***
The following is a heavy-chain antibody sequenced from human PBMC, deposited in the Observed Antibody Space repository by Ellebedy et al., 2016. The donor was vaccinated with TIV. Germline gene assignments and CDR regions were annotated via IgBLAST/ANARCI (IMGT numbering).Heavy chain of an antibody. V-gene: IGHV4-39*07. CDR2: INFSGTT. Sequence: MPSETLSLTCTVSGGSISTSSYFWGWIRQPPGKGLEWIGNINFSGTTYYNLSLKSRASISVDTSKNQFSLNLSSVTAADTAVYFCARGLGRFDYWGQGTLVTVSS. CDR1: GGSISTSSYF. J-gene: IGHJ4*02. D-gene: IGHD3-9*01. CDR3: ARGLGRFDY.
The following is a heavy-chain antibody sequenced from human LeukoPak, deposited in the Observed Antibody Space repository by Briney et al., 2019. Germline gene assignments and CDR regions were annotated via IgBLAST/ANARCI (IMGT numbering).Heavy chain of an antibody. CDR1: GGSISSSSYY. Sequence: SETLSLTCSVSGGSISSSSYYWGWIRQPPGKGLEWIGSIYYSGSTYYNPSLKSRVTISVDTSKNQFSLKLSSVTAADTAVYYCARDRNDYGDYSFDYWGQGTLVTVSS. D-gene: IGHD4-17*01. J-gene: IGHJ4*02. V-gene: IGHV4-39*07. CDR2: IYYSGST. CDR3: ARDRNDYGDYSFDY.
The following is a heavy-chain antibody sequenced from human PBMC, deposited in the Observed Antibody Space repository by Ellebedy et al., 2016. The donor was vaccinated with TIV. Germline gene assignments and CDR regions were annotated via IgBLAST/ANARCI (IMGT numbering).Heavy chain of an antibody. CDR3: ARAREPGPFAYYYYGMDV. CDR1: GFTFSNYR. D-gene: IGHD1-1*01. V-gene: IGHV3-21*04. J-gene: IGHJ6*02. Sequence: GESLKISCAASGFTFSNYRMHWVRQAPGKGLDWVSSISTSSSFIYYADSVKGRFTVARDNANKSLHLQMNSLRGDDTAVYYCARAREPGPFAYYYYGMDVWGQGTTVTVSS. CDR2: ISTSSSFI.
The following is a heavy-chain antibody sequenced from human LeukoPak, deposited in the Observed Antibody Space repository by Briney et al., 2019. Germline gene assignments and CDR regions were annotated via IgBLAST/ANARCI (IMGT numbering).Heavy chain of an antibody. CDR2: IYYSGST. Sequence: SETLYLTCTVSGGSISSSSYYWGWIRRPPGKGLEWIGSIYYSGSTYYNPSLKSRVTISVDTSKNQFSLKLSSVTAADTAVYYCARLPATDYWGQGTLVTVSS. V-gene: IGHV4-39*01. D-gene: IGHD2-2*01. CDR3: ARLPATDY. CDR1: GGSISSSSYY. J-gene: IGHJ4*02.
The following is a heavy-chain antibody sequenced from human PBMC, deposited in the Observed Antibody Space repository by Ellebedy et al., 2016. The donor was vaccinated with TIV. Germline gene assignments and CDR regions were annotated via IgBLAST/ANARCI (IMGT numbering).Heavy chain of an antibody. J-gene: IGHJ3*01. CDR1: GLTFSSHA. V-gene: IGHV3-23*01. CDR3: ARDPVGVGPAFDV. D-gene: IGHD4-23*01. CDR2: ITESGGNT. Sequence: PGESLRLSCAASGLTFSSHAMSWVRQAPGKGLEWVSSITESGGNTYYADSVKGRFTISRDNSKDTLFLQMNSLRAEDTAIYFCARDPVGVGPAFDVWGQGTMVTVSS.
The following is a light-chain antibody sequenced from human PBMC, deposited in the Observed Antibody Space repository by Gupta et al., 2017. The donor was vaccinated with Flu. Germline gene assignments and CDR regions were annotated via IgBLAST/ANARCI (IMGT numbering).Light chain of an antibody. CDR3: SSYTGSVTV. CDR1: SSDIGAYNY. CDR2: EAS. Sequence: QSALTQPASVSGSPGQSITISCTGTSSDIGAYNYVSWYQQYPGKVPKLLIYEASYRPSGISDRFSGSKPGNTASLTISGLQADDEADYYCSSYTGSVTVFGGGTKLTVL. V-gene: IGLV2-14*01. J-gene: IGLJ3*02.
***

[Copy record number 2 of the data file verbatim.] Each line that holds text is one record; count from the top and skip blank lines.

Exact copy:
The following is a heavy-chain antibody sequenced from human LeukoPak, deposited in the Observed Antibody Space repository by Briney et al., 2019. Germline gene assignments and CDR regions were annotated via IgBLAST/ANARCI (IMGT numbering).Heavy chain of an antibody. CDR1: GGSISSSSYY. Sequence: SETLSLTCSVSGGSISSSSYYWGWIRQPPGKGLEWIGSIYYSGSTYYNPSLKSRVTISVDTSKNQFSLKLSSVTAADTAVYYCARDRNDYGDYSFDYWGQGTLVTVSS. D-gene: IGHD4-17*01. J-gene: IGHJ4*02. V-gene: IGHV4-39*07. CDR2: IYYSGST. CDR3: ARDRNDYGDYSFDY.